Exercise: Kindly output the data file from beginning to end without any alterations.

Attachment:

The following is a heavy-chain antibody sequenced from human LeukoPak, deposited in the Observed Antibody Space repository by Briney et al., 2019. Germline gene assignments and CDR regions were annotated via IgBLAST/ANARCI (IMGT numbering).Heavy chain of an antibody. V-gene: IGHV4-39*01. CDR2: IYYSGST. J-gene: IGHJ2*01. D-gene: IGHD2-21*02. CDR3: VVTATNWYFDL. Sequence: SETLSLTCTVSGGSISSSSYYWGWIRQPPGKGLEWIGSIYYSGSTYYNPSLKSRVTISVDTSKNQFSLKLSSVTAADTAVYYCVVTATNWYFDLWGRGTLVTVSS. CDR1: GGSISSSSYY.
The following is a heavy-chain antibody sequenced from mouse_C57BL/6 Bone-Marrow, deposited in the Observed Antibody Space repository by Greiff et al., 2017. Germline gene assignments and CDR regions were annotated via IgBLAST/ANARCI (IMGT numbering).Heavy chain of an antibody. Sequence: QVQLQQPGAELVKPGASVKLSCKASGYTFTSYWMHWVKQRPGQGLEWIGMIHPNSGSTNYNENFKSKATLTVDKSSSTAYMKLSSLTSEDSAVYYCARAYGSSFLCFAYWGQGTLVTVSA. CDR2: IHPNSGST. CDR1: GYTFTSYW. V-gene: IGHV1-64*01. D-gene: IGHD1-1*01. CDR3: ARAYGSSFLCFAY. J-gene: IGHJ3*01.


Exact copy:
The following is a heavy-chain antibody sequenced from human LeukoPak, deposited in the Observed Antibody Space repository by Briney et al., 2019. Germline gene assignments and CDR regions were annotated via IgBLAST/ANARCI (IMGT numbering).Heavy chain of an antibody. V-gene: IGHV4-39*01. CDR2: IYYSGST. J-gene: IGHJ2*01. D-gene: IGHD2-21*02. CDR3: VVTATNWYFDL. Sequence: SETLSLTCTVSGGSISSSSYYWGWIRQPPGKGLEWIGSIYYSGSTYYNPSLKSRVTISVDTSKNQFSLKLSSVTAADTAVYYCVVTATNWYFDLWGRGTLVTVSS. CDR1: GGSISSSSYY.
The following is a heavy-chain antibody sequenced from mouse_C57BL/6 Bone-Marrow, deposited in the Observed Antibody Space repository by Greiff et al., 2017. Germline gene assignments and CDR regions were annotated via IgBLAST/ANARCI (IMGT numbering).Heavy chain of an antibody. Sequence: QVQLQQPGAELVKPGASVKLSCKASGYTFTSYWMHWVKQRPGQGLEWIGMIHPNSGSTNYNENFKSKATLTVDKSSSTAYMKLSSLTSEDSAVYYCARAYGSSFLCFAYWGQGTLVTVSA. CDR2: IHPNSGST. CDR1: GYTFTSYW. V-gene: IGHV1-64*01. D-gene: IGHD1-1*01. CDR3: ARAYGSSFLCFAY. J-gene: IGHJ3*01.